I was recently asked where “home is.” My answer is not complicated, but neither is it simple. My father was in the Petrochemical industry all of my youth, so we traveled, a lot. New Jersey, St. Louis, Baton Rouge and Switzerland, to name some of our “homes.” Then I chose to live in Lafayette and Baton Rouge, Louisiana again for college and career. The best part of these travels is that I learned a sense of adventure. And I learned a sense of local cuisine. We all have our indigenous and inherited local recipes and favorites. In my first few visits to the Mississippi Gulf Coast, I realized that Smoked Tuna Dip is one of the local favorites! I am not sure how it came to be, but when I asked David Bull with Bernie’s if he smoked his tuna in-house, he told me the recipe was such a secret that if he told me, he’d have to kill me. Now that’s serious tuna dip!
My first visit with my son Nick to visit schools and potential homes brought us to On the Half Shell in Gulfport. We ordered the smoked tuna dip. To this day, it is his favorite. Highly smoky, silky smooth and served with captain’s wafers. They will bring French bread, though if you ask! We vowed to order the house smoked tuna dip at every stop, so we could determine the best on the Coast.
A few months later, I stopped in at Bernie’s for lunch. Amazingly, they offered Smoked Tuna Dip. (But don’t ask for the recipe!) I tried it and it is one of my favorites to this day. Not quite as smoky as the dip at On the Half Shell, but very silky and is served with Melba toast. This is truly my favorite combo, and I stop in frequently to get some to go! I got an extra order to go, and brought it home to Nick. His favorite is still On the Half Shell. Could it be because it was his first “tuna dip love?”
One Sunday, after church, we stopped in for brunch at Bull’s in Long Beach. Not one to let anything slip by me, I asked if the owners were related to David Bull with Bernie’s. Not surprisingly, David’s brother and sister-in-law, John and Lisa, own and manage Bull’s. (I contend that Kevin Bacon’s 6 degrees of separation theory does not apply to the Mississippi Gulf Coast. There is typically only one degree of separation here!) Thus, we ordered the smoked tuna dip, and not surprisingly, it was very similar to Bernie’s, all the way down to the Melba toast.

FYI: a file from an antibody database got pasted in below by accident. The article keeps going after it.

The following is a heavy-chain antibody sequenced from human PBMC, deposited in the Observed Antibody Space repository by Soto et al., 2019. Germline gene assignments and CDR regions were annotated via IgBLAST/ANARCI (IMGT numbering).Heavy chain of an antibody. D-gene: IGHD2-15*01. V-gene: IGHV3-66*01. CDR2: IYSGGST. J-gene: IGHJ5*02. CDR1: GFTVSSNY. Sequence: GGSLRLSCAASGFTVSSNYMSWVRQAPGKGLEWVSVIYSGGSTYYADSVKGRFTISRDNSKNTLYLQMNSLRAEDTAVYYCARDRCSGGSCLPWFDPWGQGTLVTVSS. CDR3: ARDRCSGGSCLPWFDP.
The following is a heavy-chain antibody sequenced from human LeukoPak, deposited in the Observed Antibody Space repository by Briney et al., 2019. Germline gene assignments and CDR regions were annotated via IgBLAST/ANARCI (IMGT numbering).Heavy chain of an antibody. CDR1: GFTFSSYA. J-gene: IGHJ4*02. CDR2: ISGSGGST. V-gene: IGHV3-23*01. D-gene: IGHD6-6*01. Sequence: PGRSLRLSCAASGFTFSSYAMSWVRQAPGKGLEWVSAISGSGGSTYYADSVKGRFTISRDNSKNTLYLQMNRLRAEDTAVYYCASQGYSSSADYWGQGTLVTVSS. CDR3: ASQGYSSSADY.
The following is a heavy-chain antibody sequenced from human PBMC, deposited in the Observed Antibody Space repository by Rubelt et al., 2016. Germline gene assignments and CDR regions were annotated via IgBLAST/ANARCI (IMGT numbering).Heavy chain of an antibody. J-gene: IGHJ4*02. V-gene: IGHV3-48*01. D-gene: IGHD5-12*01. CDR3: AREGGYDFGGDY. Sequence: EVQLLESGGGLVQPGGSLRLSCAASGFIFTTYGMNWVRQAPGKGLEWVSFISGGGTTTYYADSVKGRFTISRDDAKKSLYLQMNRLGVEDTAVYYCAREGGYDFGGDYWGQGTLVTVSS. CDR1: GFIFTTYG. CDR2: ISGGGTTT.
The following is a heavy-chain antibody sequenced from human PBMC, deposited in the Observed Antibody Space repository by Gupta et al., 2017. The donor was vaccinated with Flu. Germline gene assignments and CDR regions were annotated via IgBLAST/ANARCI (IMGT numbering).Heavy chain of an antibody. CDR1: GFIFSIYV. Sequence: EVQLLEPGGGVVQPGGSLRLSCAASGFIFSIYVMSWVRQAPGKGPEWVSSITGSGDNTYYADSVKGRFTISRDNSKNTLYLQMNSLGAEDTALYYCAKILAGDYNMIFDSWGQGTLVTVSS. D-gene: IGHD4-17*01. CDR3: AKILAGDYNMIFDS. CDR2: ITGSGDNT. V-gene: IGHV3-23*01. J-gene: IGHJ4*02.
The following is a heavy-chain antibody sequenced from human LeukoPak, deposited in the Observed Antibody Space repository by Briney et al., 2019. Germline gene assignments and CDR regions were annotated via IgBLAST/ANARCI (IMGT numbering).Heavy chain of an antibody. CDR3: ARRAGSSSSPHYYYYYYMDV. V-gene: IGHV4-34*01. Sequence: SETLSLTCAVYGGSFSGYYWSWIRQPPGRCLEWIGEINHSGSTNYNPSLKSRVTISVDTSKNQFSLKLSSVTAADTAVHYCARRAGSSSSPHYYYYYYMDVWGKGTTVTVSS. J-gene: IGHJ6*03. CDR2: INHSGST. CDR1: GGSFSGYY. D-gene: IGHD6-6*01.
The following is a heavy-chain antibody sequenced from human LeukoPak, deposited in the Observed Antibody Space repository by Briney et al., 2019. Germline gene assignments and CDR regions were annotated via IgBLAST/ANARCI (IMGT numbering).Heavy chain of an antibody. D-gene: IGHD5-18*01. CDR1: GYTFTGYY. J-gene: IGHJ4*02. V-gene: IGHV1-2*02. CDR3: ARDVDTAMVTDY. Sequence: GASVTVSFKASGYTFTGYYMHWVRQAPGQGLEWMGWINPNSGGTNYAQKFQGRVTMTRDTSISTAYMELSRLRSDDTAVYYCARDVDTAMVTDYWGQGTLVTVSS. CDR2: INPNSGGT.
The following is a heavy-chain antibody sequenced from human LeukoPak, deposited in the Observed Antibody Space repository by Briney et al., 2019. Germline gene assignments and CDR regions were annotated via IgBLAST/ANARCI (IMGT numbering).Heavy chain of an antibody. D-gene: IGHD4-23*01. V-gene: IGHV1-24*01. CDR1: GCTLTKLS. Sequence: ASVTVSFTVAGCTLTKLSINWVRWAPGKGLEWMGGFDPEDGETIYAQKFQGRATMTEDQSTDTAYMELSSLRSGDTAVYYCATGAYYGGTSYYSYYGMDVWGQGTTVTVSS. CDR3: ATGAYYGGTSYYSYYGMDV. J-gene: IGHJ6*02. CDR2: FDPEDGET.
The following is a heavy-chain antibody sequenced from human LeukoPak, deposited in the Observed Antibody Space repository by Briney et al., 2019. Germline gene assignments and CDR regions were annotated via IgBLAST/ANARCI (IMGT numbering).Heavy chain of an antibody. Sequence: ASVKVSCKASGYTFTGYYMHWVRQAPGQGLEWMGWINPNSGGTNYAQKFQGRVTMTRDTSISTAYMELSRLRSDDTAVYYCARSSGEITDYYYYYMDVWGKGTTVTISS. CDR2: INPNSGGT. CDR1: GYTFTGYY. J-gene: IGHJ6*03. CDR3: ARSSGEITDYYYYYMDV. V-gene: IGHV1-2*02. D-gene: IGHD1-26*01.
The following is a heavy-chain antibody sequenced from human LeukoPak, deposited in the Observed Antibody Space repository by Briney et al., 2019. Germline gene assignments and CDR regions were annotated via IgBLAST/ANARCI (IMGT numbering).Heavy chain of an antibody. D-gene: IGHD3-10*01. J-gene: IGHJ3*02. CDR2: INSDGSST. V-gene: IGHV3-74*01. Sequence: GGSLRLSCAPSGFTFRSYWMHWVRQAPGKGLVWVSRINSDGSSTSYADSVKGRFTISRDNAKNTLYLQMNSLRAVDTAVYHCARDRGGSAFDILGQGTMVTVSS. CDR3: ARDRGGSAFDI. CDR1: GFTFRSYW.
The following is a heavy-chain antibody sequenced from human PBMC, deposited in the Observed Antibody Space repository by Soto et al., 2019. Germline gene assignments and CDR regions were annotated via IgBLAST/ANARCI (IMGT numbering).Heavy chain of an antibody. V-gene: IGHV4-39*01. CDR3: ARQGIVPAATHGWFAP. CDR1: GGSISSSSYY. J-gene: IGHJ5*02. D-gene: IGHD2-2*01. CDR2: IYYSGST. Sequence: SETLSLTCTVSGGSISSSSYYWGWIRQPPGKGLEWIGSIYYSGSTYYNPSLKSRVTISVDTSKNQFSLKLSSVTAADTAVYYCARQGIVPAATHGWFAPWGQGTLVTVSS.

Our final stop on today’s trail, although I could go on forever, is The Reef. One of Rob Stinson’s new additions to Biloxi Beach with fabulous views, offered a very different smoked tuna dip. This one is chunky and spicy. A very different texture than any of the others we had tried. And this dip was great with tortilla chips!
My favorite shopping experience is the Pass Christian Harbor fish markets. I typically stop onto Kimball’s and get whatever Darlene tells me came in today. On such a lucky day, she had some this-morning-fresh Mahi-mahi. In addition to several other prime choices, I brought it home and grilled it for some visiting relatives. What was left became a smoked mahi-mahi dip the next day.
Did I make you hungry for some tuna dip? No worries, I’ll share my recipe (and I won’t have to kill you)! Enjoy.
Pass Harbor smoked tuna dip:
2 pounds fresh and locally-caught tuna or mahi-mahi trimmed of all skin and bones
Applewood smoked salt and freshly ground black pepper to coat
½ small onion, grated
2 stalks of celery, finely chopped
1 cup Mayonnaise
½ cup Dijon mustard
Rice vinegar add dashes until you reach the texture you prefer. (I like mine silky, but not watery.
Melba toast, tortilla chips and or French bread slices for serving,
Coat clean grill grates with peanut or coconut oil. Preheat grill to 400 degrees. Coat mahi-mahi with salt and pepper on both sides. Place on grill and leave untouched until browned evenly. Flip and do the same on the second side. The fish is nicely done at 135 degrees, much warmer and it will be dry.
Once cooled, shred the fish with two forks, and the remaining ingredients and mix well. Adjust flavor with salt and pepper, if desired. Serve immediately with a light craft beer from the Coast or Pinot Grigio. Cheers!